Dealing with Logical Errors

Even if your code compiles and runs without generating an error message, the code isn't necessarily perfect. It can also contain logical errors. Unlike a compile error, which is an error in syntax or a typographical error, a logical error is an error in your thinking (logic). The computer always does exactly what the code tells it to do, even if you tell it to do the wrong thing.

Suppose that you intend to write a line of code to open some form, but you accidentally write the code to close the form. When you run the code, the computer (of course) closes — not opens — the form. The computer would never look at your code and think, "Hmmmm. I bet she meant to open a form here, so I'll do that instead." Computers just don't work that way. The computer always does exactly what the code tells it to do.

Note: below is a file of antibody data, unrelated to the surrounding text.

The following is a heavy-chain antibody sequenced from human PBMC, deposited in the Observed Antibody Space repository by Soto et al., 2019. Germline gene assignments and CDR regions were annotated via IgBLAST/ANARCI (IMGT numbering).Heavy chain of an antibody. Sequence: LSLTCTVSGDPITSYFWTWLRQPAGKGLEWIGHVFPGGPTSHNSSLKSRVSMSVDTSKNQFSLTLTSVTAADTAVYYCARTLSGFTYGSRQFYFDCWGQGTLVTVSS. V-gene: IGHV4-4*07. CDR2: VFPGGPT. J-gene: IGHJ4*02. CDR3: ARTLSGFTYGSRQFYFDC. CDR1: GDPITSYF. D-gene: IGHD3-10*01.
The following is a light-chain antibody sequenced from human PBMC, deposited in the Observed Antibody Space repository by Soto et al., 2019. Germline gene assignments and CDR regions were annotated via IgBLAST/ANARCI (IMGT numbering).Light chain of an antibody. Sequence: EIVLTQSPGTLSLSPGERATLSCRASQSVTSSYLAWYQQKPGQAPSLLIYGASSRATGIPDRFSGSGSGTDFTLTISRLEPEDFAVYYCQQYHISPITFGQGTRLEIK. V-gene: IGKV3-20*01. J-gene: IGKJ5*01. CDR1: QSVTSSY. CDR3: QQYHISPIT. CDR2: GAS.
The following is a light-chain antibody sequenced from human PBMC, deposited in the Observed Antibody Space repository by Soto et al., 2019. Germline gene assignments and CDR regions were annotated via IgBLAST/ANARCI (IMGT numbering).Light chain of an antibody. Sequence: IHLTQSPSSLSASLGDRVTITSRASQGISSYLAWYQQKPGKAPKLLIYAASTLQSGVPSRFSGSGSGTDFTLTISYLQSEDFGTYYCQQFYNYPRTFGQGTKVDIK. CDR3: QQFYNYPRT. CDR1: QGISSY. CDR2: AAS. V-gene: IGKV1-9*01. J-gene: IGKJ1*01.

Figure 12-8:

Equal number of open and closed parentheses.

Pinpointing logical errors in your code is often difficult mainly because when you run a procedure, everything happens in less time than it takes to blink your eyes. Often it helps to take a look at what's going on behind the scenes while the code is running. The VBA Editor provides a few tools that allow you to see what's going on behind the scenes.

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